Anthurium is the name of a large genus of flowering plants native to tropical regions (Tropical Flowers) in North and South America. There are about 1,100 species of anthuriums. They grow wild chiefly in rain forests. They also are cultivated in greenhouses and gardens.
Many wild anthuriums wrap around tree trunks and branches, though some grow along the ground. Most anthuriums have large evergreen leaves shaped like hearts. In some species, the leaves are lobed or separated.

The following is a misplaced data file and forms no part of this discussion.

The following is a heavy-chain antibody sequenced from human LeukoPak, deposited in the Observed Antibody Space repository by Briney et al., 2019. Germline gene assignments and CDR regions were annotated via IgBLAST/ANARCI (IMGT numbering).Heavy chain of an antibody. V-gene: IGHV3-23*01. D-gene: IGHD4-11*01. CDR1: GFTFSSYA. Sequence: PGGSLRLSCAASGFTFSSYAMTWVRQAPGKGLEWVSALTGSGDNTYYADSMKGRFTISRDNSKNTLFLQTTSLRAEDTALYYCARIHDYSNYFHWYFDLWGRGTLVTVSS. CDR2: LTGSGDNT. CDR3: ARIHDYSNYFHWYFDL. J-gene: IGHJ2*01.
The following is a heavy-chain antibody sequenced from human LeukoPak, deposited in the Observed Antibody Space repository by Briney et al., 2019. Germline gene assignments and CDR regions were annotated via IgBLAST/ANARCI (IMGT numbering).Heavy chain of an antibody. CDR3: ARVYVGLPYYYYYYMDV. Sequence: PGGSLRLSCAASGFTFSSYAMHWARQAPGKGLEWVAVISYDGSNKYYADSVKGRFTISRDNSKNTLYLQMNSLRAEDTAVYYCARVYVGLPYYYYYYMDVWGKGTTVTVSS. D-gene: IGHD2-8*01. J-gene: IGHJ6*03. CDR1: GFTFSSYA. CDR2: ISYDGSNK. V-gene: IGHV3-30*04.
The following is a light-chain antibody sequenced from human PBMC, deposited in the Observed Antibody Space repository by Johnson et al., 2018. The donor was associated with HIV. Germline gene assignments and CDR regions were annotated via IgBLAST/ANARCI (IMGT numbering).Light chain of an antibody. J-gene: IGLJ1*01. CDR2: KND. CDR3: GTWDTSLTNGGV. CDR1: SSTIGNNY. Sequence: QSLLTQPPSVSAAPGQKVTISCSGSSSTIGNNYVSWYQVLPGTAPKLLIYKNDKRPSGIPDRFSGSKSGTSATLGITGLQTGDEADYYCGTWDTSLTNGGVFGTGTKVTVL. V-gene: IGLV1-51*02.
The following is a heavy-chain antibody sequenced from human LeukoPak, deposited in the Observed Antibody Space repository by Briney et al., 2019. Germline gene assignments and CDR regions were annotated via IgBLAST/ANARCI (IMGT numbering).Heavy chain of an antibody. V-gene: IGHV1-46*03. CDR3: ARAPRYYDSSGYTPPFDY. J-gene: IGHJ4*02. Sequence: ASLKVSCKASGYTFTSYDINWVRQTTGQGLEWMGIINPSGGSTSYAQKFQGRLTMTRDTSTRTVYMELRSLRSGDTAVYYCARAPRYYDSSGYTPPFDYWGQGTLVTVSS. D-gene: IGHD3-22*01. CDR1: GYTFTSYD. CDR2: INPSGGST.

The pink flamingo; also, is one of the most commonly cultivated anthuriums. Anthuriums are grown for their beautiful leaves and brightly colored leaf like spathes, rated into fingerlike leaflets. Anthuriums bear very small flowers tightly packed on a cylindrical fleshy stalk called a spadix. The spadix rises from a shiny, leaf-like spathe, which is often brightly colored.
One of the most commonly cultivated anthuriums is the pink flamingo, also called flamingo lily. This plant has a bright pink spathe that lasts several weeks. Gardeners also grow anthuriums for their attractive leaves. The leaf veins of some species are outlined in pale green to silvery white against a dark green or purple background.
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